Continuous Integration, or CI, is a development practice that forces developers to check in their working code to a shared repository. Each check-in is verified by an automated build, allowing teams to detect any issues with the code for every commit.
There are multiple services that integrate very nicely with GitHub. At Shopify, we use Travis CI for our open source projects, including Slate.
After adding your repository to the Travis CI dashboard, you can create a
.travis.yml file in the root of your theme and add the list of scripts you would like to run any time new code is pushed to the repository.
If at any time you push code that fails the tests, the pull request will show the following notice:
.travis.yml file is already included in Starter Theme and Skeleton Theme.
Issue and pull request templates
Whenever creating a new issue or pull request, problem descriptions should be isolated to a single area of focus and have a meaningful title. Labels, if applicable, should be set so that issues and pull requests are properly categorized within the repository.
Issues should state the problem clearly and include steps so that other developers can replicate the issue. Pull requests should be small and featured based which allows for better code reviews and quicker approval.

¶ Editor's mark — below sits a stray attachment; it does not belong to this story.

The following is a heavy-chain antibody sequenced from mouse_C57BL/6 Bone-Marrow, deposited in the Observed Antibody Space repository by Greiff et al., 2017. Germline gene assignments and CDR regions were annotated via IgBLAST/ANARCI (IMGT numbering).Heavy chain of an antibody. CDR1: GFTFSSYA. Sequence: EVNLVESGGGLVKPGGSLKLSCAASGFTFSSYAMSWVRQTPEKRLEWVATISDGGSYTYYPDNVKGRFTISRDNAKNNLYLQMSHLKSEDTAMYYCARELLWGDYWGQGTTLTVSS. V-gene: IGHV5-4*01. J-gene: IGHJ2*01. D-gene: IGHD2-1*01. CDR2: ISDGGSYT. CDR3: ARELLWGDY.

To keep consistent across the text structure of your issues and pull requests, you can define both your own issue template and pull request template by creating a
.github folder in the root of your theme directory and adding the
pull_request_template.md files respectively.
While the code in a pull request needs to pass review, sometimes a pull request relates more towards a UX specific issue and simply needs testing in certain browsers and devices. In this case, we like to include a list of related links associated with the pull request: a demo store containing the theme ID that is currently being worked on, and any design mockups to compare the pull request to.
Developer Tools app
The Developer Tools app is a macOS app that connects to your Shopify development stores.
If you created a brand new Shopify development store, populating a store with fake data can be a lengthy task that cuts into your development time. While the Developer Tools app allows you to do several different tasks, the most relevant for Shopify theme developers is its ability to generate dummy content for your store.
Learn more about the Developer Tools app on the documentation page.
Suit your own needs
While there isn’t one development workflow that works for all teams, we hope this guide will help you become more efficient during your own Shopify Theme development. Draw inspiration and tweak it to suit your own needs as a developer.
Starter Theme is the culmination of the Shopify Themes teams’ efforts in enforcing what we find to be the best practices for developing Shopify themes, and includes out-of-the-box solutions for many of the topics discussed in this guide.
Improve your workflow and speed up the process of developing, testing and deploying your Shopify theme by running:
yarn create slate-theme my-new-theme
Have any tips from your own development workflow? Let everyone know in the comments below.